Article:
Ariel Cohen of the Heritage Foundation -
Lord George Robertson, deputy chairman of TNK-BP's board and former secretary-general of Nato, has blasted BP's Russian partners at a closed-doors luncheon meeting at the Nixon Center in Washington on Thursday, July 25.
The comments took place as news emerged that Robert Dudley, TNK-BP's British CEO, had been forced to leave Moscow to continue running the company from London due to his Russian visa being denied. Yet doubts remain whether he will be able to effectively run the company from overseas, which is being torn apart by a dispute between the BP and its Russian partners in the 50-50 joint venture. Additionally, the denial of visas by Russia for other key foreign BP personnel will reduce the joint venture efficiency, Robertson claimed. Simultaneously, BP has begun arbitration procedures for alleged violations of the shareholders' agreement.
"In all my years as the UK defense minister and at Nato, I am wondering, which was the toughest job - then or now?" Robertson asked, rhetorically. "It is an outrage that the Russian partners are able to orchestrate a campaign of harassment, using branches of the Russian government, including the [Federal Security Service], tax, immigration, environmental protection, and others."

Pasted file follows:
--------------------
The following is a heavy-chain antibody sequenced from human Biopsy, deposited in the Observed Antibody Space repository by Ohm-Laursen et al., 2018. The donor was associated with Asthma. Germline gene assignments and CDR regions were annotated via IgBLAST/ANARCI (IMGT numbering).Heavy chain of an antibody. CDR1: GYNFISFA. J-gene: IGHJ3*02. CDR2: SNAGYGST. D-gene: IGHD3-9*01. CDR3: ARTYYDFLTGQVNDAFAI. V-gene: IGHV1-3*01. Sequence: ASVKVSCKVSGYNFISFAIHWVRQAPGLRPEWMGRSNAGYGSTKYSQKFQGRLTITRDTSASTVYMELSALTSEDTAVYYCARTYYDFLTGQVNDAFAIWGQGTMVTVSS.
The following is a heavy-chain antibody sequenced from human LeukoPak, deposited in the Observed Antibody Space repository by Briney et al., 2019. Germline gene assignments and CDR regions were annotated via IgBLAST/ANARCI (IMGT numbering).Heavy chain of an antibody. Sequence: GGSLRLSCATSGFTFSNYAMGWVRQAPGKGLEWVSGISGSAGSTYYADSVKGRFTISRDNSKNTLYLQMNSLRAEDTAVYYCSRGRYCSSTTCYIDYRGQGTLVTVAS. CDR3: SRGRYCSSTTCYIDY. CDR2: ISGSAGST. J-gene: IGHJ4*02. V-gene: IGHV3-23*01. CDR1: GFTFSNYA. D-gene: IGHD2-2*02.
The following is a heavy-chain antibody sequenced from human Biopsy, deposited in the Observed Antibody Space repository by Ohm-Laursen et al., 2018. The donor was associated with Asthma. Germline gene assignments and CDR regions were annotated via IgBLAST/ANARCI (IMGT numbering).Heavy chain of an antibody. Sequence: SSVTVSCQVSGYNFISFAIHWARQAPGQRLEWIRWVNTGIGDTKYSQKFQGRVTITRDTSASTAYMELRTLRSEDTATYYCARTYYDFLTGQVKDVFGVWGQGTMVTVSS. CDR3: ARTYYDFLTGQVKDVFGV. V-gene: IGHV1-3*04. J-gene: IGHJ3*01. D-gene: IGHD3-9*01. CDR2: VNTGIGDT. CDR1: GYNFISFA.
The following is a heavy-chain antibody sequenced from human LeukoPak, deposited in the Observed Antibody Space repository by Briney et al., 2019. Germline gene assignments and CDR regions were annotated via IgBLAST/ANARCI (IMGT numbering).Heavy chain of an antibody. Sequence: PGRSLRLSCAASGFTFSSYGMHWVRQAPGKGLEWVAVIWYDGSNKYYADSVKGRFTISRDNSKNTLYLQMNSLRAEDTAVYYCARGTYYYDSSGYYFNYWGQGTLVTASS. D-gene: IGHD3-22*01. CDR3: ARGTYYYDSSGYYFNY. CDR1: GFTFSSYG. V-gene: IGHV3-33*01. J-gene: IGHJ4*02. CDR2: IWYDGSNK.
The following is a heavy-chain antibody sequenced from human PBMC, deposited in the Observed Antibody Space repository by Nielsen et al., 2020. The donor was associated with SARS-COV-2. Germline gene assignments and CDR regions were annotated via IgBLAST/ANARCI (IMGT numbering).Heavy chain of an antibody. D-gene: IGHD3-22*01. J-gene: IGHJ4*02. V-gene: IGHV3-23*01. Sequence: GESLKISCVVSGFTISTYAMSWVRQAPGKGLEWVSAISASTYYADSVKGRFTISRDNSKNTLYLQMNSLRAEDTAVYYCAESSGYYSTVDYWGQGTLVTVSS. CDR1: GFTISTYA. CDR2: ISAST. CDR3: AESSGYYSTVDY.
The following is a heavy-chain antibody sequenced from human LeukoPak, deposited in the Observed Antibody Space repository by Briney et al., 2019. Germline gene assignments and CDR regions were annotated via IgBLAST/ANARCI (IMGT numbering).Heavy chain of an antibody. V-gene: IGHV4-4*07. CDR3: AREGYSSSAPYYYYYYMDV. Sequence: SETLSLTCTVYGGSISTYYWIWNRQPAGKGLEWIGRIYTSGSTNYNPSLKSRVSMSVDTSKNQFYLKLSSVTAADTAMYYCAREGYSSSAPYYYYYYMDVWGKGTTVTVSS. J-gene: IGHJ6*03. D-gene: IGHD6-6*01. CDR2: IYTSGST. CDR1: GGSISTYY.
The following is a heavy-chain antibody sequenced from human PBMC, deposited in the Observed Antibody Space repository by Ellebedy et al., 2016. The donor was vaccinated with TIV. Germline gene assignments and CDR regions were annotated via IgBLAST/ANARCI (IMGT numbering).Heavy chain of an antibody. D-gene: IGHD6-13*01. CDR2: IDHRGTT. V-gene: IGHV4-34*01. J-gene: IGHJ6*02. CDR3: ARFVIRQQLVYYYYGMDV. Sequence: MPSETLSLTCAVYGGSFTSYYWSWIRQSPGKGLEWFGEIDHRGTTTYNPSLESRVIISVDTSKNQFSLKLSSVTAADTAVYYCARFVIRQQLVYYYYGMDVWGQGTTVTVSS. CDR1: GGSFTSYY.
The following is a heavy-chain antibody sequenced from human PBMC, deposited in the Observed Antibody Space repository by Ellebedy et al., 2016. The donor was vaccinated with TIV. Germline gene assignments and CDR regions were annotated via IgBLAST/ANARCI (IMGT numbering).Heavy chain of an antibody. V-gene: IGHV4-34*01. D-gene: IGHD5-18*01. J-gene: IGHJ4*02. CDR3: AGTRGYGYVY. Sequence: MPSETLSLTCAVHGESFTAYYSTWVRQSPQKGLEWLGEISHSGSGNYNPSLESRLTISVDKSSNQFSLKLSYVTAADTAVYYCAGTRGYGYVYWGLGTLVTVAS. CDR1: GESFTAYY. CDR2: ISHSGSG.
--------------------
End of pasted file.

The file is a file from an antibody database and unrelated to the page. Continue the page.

Yet Robertson rebutted the idea that BP is the victim of an organized campaign by the Russian state, as other international oil companies have been before it, including ExxonMobil and Royal Dutch/Shell. He prefers to believe, at least in public, that it's the great personal wealth of BP's Russian partners and their influence at the lower levels of the government that is causing so many problems for BP. Rather, the successful court action to deny foreign BP personnel Russian visas, brought in Tyumen by Tetlis, a Moscow brokerage that's a TNK-BP minority shareholder established by former Alfa Bank employees, was linked by Lord Robertson to BP's Russian nemesis, TNK. "Nothing in the meetings I attended suggests that the Russian state has a coordinating role in the attacks... This is instigated by the Russian shareholders - the state is standing back."
Robertson cited comments by Igor Sechin, the powerful deputy PM in charge of energy, that there is nothing good in the conflict between the BP and Russian shareholders, and that BP brings to Russia new technologies and transparency. Robertson also repeatedly linked the creation of TNK-BP to Prime Minister Vladimir Putin's imprimatur. "He blessed it, he was present at the signing of the protocol... Putin used to say [in 2000] that he wants Russia to be in the West, to have a relationship with Nato." Yet, Putin said afterwards that a 50-50 shareholders' split and divided management control is a bad idea. Robertson believes that if Putin wants, he can turn the clock back and put a stop to the nightmare that BP is in.
Benefits to all